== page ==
Also of great interest are sketches of the conspirators drawn by General Lew Wallace, who was a member of the military commission that tied the conspirators. Multitalented Wallace (who would later write the classic novel Ben Hur) sketched the portraits of the conspirators from life during the trial.
The hanging of Mary Surratt, Lewis Powell, David Herold, and George Atzerodt was photographically documented in a series of ten images, also taken by Alexander Gardner. One could argue that Gardner's documentation of the execution was the first time a major event was covered through photojournalism. Specifically chosen to be the only photographer present, Gardner carefully scouted the yard of the Old Arsenal Prison for the best possible vantage point. Gardner took a series of photographs of the grim event, commencing with the empty scaffold awaiting the prisoners and ending with four lifeless bodies hanging by their necks ready to be cut down and buried a few feet from where they had died. Weinberg and Swanson show all eight photographs in their proper sequence, the first time that has ever been done in book format. Prints of Gardner's photographs were sent on to Harper's Weekly magazine, where many of them were reproduced in woodcut form for the publication.
I also found of interest four oil paintings, of Lincoln, Booth, Herold, and John H. Surratt, which were commissioned by author Finis L. Bates. Bates had written a popular, but completely fictionalized, account of John Wilkes Booth escaping death in 1865, and living well into the 20th Century under the name John St. Helen. The Escape and Suicide of John Wilkes Booth was hawked at carnivals and sideshows where Bates exhibited a desiccated human body that he claimed was the mummified remains of Booth/St. Helen. In 1903 Bates commission several painting of the principal figures in the conspiracy to be used in the book and to be displayed at his sideshow. The paintings were lost for many years until four were recently discovered. They are reproduced in Lincoln's Assassins for the first time in color, and for only the second time since 1907.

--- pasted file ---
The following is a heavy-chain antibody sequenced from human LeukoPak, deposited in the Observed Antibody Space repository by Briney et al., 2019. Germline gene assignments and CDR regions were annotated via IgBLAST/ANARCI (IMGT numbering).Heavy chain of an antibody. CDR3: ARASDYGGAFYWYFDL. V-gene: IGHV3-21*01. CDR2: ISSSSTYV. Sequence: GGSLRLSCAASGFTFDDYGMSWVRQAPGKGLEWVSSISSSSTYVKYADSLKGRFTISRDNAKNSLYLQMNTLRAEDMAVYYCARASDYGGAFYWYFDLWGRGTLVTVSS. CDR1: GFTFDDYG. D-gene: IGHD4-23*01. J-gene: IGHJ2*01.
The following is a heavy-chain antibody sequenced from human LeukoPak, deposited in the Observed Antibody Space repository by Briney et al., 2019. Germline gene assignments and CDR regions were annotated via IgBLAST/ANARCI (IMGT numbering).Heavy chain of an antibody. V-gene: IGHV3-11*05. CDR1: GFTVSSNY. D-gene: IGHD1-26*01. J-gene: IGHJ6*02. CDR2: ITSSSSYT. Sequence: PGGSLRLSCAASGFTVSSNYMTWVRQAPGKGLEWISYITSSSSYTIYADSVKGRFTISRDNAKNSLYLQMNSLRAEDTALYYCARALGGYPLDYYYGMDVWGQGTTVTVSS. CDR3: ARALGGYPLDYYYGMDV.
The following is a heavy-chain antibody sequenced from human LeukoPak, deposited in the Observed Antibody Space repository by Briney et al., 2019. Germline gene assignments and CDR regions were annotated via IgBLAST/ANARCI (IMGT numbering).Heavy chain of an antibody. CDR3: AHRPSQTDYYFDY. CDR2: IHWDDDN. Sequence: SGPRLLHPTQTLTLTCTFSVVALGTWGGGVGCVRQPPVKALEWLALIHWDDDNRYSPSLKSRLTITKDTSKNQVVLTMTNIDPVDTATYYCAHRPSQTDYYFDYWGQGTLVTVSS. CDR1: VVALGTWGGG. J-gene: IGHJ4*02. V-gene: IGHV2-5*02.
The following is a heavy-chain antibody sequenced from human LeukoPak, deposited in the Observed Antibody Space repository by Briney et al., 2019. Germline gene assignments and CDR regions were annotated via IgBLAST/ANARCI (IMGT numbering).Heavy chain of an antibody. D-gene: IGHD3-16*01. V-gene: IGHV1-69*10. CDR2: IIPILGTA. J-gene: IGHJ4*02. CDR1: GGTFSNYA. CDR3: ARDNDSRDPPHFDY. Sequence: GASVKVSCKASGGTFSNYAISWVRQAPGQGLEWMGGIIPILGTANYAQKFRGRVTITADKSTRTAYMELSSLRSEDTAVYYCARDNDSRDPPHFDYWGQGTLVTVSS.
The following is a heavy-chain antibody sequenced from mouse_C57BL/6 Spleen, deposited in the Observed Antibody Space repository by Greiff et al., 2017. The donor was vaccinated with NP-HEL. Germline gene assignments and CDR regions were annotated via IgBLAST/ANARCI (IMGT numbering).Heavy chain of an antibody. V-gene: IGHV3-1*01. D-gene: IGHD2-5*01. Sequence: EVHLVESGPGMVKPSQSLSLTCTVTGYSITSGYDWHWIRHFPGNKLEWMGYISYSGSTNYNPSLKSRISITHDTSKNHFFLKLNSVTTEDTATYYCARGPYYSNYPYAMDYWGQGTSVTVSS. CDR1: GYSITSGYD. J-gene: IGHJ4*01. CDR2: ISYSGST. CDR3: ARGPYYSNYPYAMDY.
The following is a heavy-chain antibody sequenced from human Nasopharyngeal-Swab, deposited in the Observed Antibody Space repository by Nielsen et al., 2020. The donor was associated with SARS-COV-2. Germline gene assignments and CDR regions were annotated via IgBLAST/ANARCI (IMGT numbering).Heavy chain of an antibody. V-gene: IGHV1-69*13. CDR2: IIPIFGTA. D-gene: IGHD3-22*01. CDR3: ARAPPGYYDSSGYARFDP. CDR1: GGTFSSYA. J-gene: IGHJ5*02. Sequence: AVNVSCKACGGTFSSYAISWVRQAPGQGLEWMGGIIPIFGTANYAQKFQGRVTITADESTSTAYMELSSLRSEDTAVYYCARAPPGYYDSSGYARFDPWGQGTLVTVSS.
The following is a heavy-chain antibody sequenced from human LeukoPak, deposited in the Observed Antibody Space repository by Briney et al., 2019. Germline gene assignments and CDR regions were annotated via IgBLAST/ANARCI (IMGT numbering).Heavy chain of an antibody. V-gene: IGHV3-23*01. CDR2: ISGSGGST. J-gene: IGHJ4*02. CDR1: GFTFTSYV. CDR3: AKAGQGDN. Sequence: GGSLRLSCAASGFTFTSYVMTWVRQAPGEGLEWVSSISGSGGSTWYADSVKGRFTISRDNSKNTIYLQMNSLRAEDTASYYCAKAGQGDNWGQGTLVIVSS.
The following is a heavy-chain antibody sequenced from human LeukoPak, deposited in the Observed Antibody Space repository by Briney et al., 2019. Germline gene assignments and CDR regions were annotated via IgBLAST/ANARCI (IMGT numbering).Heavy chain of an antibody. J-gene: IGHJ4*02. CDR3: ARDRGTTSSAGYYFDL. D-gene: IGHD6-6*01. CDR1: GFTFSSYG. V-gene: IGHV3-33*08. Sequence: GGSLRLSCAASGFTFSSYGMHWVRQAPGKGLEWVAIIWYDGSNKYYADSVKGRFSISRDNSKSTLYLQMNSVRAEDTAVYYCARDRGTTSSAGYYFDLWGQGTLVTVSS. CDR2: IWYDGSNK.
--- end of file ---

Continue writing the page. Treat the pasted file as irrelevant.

Lastly, and of particular interest to me as a collector of books and pamphlets, many scarce and desirable printed items are depicted. Included are accounts and transcripts of the trial, tracts issued in defense of many of the accused, and the popular accounts of the trial and execution brought out in the aftermath of those great events. In the final chapter, "Memory and Myth," several 20th Century books are featured that attempted to cleanse the reputations of those involved in the conspiracy, chiefly Mary Surratt and Samuel Mudd.
Lincoln's Assassins: Their Trial and Execution is a book destined to become a classic. Printed in full color by Arena Editions (who specialize in art books), this large-format work is the type of book you can pick up time and again. And perhaps more is to come from Swanson and Weinberg. At the conclusion of the text, the authors ask for assistance from their readers in uncovering unknown written accounts, photographs, illustrations and periodicals depicting the events surrounding the assassination. The possibility of further or updated versions of this type of book makes one excited for what may forthcoming.
Note: Signed first editions of Lincoln's Assassin are available exclusively from The Abraham Lincoln Book Shop.